Tuesday, November 23, 2010

Intel Atom, now with an Altera FPGA!

/. points to this article which says that Intel is putting together an Atom and an FPGA into a single package and selling it for somewhere in the $61-100 range in lots of 1000. This is Intel competing with ARM for the embedded space. We all saw the tighter integration of x86 and FPGA coming 5 years ago when hard PowerPC started finding their way into Xilinx V2 Pros. Achronix is already using Intel to fab their components. In a year or two, perhaps we'll start to see x86 and FPGA on a single die by Intel and then a few more years and we won't need the x86 anymore.

This is just starting to heat up.

I looked at the FPGA they put on board, the Arria II GX FPGA.

25,300 ALMs
63,250 equivalent logic elements
50,600 Registers
495 M9K memory Blocks
791 Kb MLAB Memory
4,455 Kb Embedded memory
312 18x18 multipliers.

I don't remember Alteras logic modules anymore (some sort of big 8 input logic thing), but this chip is like 1/20 of the size of big FPGAs on the market today, though it has an impressive supply of multipliers. Clearly going to be a champ for custom video codecs since it'll be able to do tens of billion of multiplies per second when you need it to.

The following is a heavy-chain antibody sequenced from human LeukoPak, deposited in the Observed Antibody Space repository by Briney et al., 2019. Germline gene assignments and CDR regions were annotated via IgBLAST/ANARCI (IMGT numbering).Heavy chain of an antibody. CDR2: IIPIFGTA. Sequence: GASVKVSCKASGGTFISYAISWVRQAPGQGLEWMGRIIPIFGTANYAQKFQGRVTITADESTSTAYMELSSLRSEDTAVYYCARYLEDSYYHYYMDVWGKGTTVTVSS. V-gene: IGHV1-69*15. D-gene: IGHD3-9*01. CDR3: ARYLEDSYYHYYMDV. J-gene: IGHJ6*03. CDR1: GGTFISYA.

Hopefully this strategy works and then Intel will experiment with Xeon + Achronix Speedster on a single die :)

PS: My little girl is walking:

Little Red also walks on the iPad too, but so does the Big Bad Wolf! (buy our letter tracing iPad game for kids!)


Anonymous said...

+1 for Xeon + Achronix Speedster

Alex said...

I'm starting to work on my master project and I'd like to research reconfigurable computing. Originally I wanted to write API for communicating with my Spartan 3E board via Ethernet from C/C++ program (and, of course, software for automated placing verilog/vhdl module into FPGA and making it avaliable for host-side software). The problem is has been done before, so no novelty here. So, I came across your blog and I'd like to ask you for a tip on what could I possibly research in the area of RC, provided I don't even have large modern FPGAs.
Thanks in advance. Any input will be greatly appreciated.